Outside his window, he could see the men walking, riding horses or seated in horse-drawn wagons as they drifted to the mine to begin the day's work.

   

      When spring came and the mine closed, men would work on their farms or find employment elsewhere. Even the mules split the year above ground and below ground. In the spring they were allowed to adjust to the sunlight and then were taken to farms to work. It was said that the first thing they did was to lie down and roll in the dirt.
      After the Kuhn mine closed, the mine's tipple stood as an unofficial monument to the past. It was a reminder that until the mine closed it had the distinction of being the oldest operating mine in the state. Now the tipple and the surrounding buildings are gone. Its longevity is attributed to the fact that the slow recovery of coal by hand gave the mine its extensive life span.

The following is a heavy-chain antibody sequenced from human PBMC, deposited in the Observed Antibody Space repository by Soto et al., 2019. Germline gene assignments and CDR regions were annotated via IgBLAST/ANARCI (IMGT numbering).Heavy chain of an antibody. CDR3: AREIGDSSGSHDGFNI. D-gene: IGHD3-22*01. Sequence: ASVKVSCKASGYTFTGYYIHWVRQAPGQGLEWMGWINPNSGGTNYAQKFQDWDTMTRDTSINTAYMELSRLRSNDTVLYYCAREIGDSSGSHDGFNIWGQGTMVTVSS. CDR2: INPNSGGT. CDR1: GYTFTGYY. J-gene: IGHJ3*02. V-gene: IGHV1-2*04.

In the spring of 1961, the mine closed for the summer. That proved to be the last time that coal was hoisted from the mine.
     The mine remained open until 1962. the men worked the same way then as they did when the mine opened. Miners chopped at the coal with picks and shoveled it into the mule-drawn carts.

DuBois Mine Photo
 
      John Waligorski, a former general manager, bookkeeper, secretary-treasurer of the mine's cooperative company, reported that when operations were to resume in the fall, there was trouble with the shaft. Attempts were made to repair the shaft but they failed and the mine was never in operation again.

      The narrow shaft extended about 300 feet down to the coal bed. Mining was done by the room and pillar method. Old maps indicate the mined out area extended about a mile to the west and almost a mile to the north of the shaft. Miners said the coal seam averaged about six feet in thickness.